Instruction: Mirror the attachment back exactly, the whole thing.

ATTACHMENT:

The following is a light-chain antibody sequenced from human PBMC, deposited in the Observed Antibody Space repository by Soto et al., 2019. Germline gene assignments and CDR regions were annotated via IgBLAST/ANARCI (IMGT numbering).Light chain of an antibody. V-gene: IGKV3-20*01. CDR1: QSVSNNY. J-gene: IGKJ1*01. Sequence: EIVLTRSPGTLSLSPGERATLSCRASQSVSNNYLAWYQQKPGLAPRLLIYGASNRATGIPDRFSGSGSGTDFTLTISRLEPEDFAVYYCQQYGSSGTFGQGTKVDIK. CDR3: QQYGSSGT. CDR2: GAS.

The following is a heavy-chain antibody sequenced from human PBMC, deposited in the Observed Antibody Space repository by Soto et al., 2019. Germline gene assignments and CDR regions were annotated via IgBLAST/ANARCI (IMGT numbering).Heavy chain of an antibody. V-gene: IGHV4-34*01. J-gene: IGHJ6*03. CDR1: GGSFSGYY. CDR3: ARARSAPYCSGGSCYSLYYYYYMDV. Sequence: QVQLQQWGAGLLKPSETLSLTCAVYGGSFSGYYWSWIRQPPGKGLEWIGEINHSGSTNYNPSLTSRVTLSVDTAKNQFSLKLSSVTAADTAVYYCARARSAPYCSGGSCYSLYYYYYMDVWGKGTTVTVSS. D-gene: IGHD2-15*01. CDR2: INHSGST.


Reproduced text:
The following is a light-chain antibody sequenced from human PBMC, deposited in the Observed Antibody Space repository by Soto et al., 2019. Germline gene assignments and CDR regions were annotated via IgBLAST/ANARCI (IMGT numbering).Light chain of an antibody. V-gene: IGKV3-20*01. CDR1: QSVSNNY. J-gene: IGKJ1*01. Sequence: EIVLTRSPGTLSLSPGERATLSCRASQSVSNNYLAWYQQKPGLAPRLLIYGASNRATGIPDRFSGSGSGTDFTLTISRLEPEDFAVYYCQQYGSSGTFGQGTKVDIK. CDR3: QQYGSSGT. CDR2: GAS.

The following is a heavy-chain antibody sequenced from human PBMC, deposited in the Observed Antibody Space repository by Soto et al., 2019. Germline gene assignments and CDR regions were annotated via IgBLAST/ANARCI (IMGT numbering).Heavy chain of an antibody. V-gene: IGHV4-34*01. J-gene: IGHJ6*03. CDR1: GGSFSGYY. CDR3: ARARSAPYCSGGSCYSLYYYYYMDV. Sequence: QVQLQQWGAGLLKPSETLSLTCAVYGGSFSGYYWSWIRQPPGKGLEWIGEINHSGSTNYNPSLTSRVTLSVDTAKNQFSLKLSSVTAADTAVYYCARARSAPYCSGGSCYSLYYYYYMDVWGKGTTVTVSS. D-gene: IGHD2-15*01. CDR2: INHSGST.